Event Title

Measuring Professionalism in Physical Therapy

Location

Terry

Format

Podium Presentation

Start Date

15-1-2011 10:20 AM

End Date

15-1-2011 10:50 AM

Abstract

INTRODUCTION: Professionalism has no clear definition and remains ambiguous throughout all health care disciplines. The American Physical Therapy Association (APTA) included professionalism in Vision 2020 as an important construct to advance the development of the profession. In 2002, the APTA identified seven Core Values of Professionalism that serve as a definition for practice. Presently, there is no valid instrument available for measuring professionalism behaviors of the individual physical therapist.

PURPOSE: The purpose of this research was to develop and validate a survey for measuring professionalism behaviors among practicing physical therapists.

METHODOLOGY: Grounded theory techniques guided development of a common set of indicators in initial survey development. A systematic review of cross-sectional research literature examining general measures of professionalism in physical therapy, medicine, and pharmacy was conducted. Face validation was obtained via a convenience sample of 10 practicing physical therapists representing multiple practice sites. An expert panel of four physical therapist professionalism content experts and one survey design expert participated in initial survey content validation. A sample of 161 licensed physical therapists from the Commonwealth of Virginia participated in the construct validation for the newly developed survey instrument. Exploratory factor analyses in the form of principal component analysis were used in construct validation.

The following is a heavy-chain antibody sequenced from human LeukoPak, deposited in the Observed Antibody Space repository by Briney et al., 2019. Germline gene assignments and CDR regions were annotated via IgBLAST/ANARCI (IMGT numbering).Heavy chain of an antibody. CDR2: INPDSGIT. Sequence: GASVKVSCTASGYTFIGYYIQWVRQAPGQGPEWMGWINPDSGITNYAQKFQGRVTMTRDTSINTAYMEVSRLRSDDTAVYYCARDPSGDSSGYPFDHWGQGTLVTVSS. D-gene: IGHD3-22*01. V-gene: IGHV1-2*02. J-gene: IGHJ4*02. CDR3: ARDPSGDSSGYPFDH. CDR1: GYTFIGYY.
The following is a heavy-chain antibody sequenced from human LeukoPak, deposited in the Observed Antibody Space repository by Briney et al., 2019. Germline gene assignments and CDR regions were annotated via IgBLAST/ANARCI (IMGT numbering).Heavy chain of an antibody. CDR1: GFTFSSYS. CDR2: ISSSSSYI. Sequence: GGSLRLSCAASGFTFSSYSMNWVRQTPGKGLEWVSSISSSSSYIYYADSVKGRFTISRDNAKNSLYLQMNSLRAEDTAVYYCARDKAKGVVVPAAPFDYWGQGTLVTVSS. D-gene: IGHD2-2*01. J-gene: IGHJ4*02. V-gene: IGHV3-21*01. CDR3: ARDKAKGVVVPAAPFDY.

RESULTS: Face validation and four rounds of content validation resulted in a 39-item survey designed as a self-assessment for measuring professionalism in physical therapy. Exploratory factor analysis resulted in the development of a five-factor solution, which accounted for 51.4 percent of the unique variance in the data. The five factors are named: Accountability, Patient- Centered Care, Advancement, Participation, and Values. Accordingly, individual professionalism represents behaviors that progress in development across individual, patient/client, institutional, and societal levels. All seven Core Values of Professionalism are represented in the survey.

CONCLUSIONS: The new survey, Professionalism in Physical Therapy, is unique in the physical therapy literature. The survey is of reasonable length and is designed for easy data collection. The instrument demonstrates content and initial construct validity and thus may be used to measure individual practitioner professionalism in physical therapy practice. As physical therapy approaches Vision 2020, physical therapist practitioners are expected to demonstrate more advanced professional behaviors in patient/client interactions, among practitioners within and among practices and representing the needs of the community and the profession at the societal level. These results contribute to the growing body of literature defining and measuring professional behaviors in health care and may be used to direct academic and professional development programming and substantiate professionalization of physical therapy.